Feasibility and Acceptability of a Multidisciplinary Academic Telemedicine System for Memory Care in Response to COVID-19

James Fraser Rini, Elena Tsoy, Bradley Peet, John Best, Jeremy A. Tanner, Breton M. Asken, Alejandra Sanchez, Alexandra C. Apple, Lawren Vandevrede, Melanie L. Stephens, Michael Erkkinen, Joel H. Kramer, Bruce L. Miller

Research output: Contribution to journalArticlepeer-review

1 Scopus citations

Abstract

Background and ObjectivesIn response to the restrictions imposed by the COVID-19 pandemic, the University of California San Francisco Memory and Aging Center (UCSF MAC) has deployed a comprehensive telemedicine model for the diagnosis and management of Alzheimer disease and related dementias. This review summarizes a large academic behavioral neurology clinic's experience transitioning to telemedicine services, including the impact on clinic care indicators, access metrics, and provider's experience. We compared these outcomes from 3 years before COVID-19 to 12 months after the transition to video teleconferencing (VTC) encounters.MethodsPatient demographics and appointment data (dates, visit types, and departments) were extracted from our institution's electronic health record database from January 1, 2017, to May 1, 2021. We present data as descriptive statistics and comparisons using Wilcoxon rank-sum tests and Fisher exact tests. The results of anonymous surveys conducted among the clinic's providers are reported as descriptive findings.ResultsAfter the implementation of telemedicine services, the proportion of clinic encounters completed via VTC increased from 1.9% to 86.4%. There was a statistically significant decline in both the percentage of scheduled appointments that were canceled (32.9% vs 27.9%; p < 0.01) and total cancelations per month (mean 240.3 vs 179.4/mo; p < 0.01). There was an increase in the percentage of completed scheduled appointments (60.2% vs 64.8%; p < 0.01) and an increase in the average estimated commuting distance patients would need to drive for follow-up appointments (mean 49.8 vs 54.7 miles; p < 0.01). The transition to telemedicine services did not significantly affect the clinic's patient population as measured by age, gender, estimated income, area deprivation index, or self-reported racial/ethnic identity. The results of the provider survey revealed that physicians reported a more positive experience relative to neuropsychologists. Both types of providers reported telemedicine services as a reasonable equivalent and acceptable alternative to in-person evaluations with notable caveats.DiscussionUCSF MAC's comprehensive integration of telemedicine services maintained critical ambulatory care to patients living with dementia during the COVID-19 pandemic. The recognized benefits of our care model suggest dementia telemedicine may be used as a feasible and equivalent alternative to in-person ambulatory care in the after COVID-19 era.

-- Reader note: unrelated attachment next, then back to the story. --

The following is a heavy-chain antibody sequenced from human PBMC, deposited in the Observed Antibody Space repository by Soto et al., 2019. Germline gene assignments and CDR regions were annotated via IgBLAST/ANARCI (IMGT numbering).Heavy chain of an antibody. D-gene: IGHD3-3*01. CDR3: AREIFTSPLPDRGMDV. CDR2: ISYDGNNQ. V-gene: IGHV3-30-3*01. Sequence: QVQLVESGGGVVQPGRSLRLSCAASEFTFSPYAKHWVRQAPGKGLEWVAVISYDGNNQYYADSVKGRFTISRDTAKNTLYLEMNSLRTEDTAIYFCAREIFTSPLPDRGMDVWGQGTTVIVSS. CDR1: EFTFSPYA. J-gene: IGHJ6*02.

Original languageEnglish (US)
Pages (from-to)E199-E209
JournalNeurology: Clinical Practice
Volume12
Issue number6
DOIs
StatePublished - Dec 1 2022
Externally publishedYes

ASJC Scopus subject areas

  • Clinical Neurology

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